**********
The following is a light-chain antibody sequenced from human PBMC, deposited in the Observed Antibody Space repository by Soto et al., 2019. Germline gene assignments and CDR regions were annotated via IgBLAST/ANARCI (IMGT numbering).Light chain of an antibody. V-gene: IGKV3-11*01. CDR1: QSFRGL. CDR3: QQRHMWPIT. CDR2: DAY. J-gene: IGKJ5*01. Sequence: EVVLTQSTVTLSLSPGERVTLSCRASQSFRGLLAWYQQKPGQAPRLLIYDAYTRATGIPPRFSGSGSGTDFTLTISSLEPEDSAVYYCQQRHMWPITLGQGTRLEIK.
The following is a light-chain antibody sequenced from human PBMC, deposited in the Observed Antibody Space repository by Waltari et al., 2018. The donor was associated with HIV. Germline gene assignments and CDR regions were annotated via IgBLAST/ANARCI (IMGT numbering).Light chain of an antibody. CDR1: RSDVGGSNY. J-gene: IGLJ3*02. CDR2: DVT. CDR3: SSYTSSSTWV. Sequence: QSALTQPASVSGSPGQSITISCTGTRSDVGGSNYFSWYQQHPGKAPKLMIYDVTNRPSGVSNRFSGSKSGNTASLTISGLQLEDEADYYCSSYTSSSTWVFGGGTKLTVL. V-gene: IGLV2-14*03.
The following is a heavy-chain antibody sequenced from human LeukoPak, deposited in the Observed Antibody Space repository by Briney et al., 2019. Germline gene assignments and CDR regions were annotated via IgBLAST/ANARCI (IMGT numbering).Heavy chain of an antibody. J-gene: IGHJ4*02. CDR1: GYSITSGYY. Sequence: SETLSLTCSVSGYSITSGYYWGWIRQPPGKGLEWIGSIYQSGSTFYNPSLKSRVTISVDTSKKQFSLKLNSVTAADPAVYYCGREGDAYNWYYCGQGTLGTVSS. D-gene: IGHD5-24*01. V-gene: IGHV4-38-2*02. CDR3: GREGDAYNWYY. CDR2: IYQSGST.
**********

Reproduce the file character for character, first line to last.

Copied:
The following is a light-chain antibody sequenced from human PBMC, deposited in the Observed Antibody Space repository by Soto et al., 2019. Germline gene assignments and CDR regions were annotated via IgBLAST/ANARCI (IMGT numbering).Light chain of an antibody. V-gene: IGKV3-11*01. CDR1: QSFRGL. CDR3: QQRHMWPIT. CDR2: DAY. J-gene: IGKJ5*01. Sequence: EVVLTQSTVTLSLSPGERVTLSCRASQSFRGLLAWYQQKPGQAPRLLIYDAYTRATGIPPRFSGSGSGTDFTLTISSLEPEDSAVYYCQQRHMWPITLGQGTRLEIK.
The following is a light-chain antibody sequenced from human PBMC, deposited in the Observed Antibody Space repository by Waltari et al., 2018. The donor was associated with HIV. Germline gene assignments and CDR regions were annotated via IgBLAST/ANARCI (IMGT numbering).Light chain of an antibody. CDR1: RSDVGGSNY. J-gene: IGLJ3*02. CDR2: DVT. CDR3: SSYTSSSTWV. Sequence: QSALTQPASVSGSPGQSITISCTGTRSDVGGSNYFSWYQQHPGKAPKLMIYDVTNRPSGVSNRFSGSKSGNTASLTISGLQLEDEADYYCSSYTSSSTWVFGGGTKLTVL. V-gene: IGLV2-14*03.
The following is a heavy-chain antibody sequenced from human LeukoPak, deposited in the Observed Antibody Space repository by Briney et al., 2019. Germline gene assignments and CDR regions were annotated via IgBLAST/ANARCI (IMGT numbering).Heavy chain of an antibody. J-gene: IGHJ4*02. CDR1: GYSITSGYY. Sequence: SETLSLTCSVSGYSITSGYYWGWIRQPPGKGLEWIGSIYQSGSTFYNPSLKSRVTISVDTSKKQFSLKLNSVTAADPAVYYCGREGDAYNWYYCGQGTLGTVSS. D-gene: IGHD5-24*01. V-gene: IGHV4-38-2*02. CDR3: GREGDAYNWYY. CDR2: IYQSGST.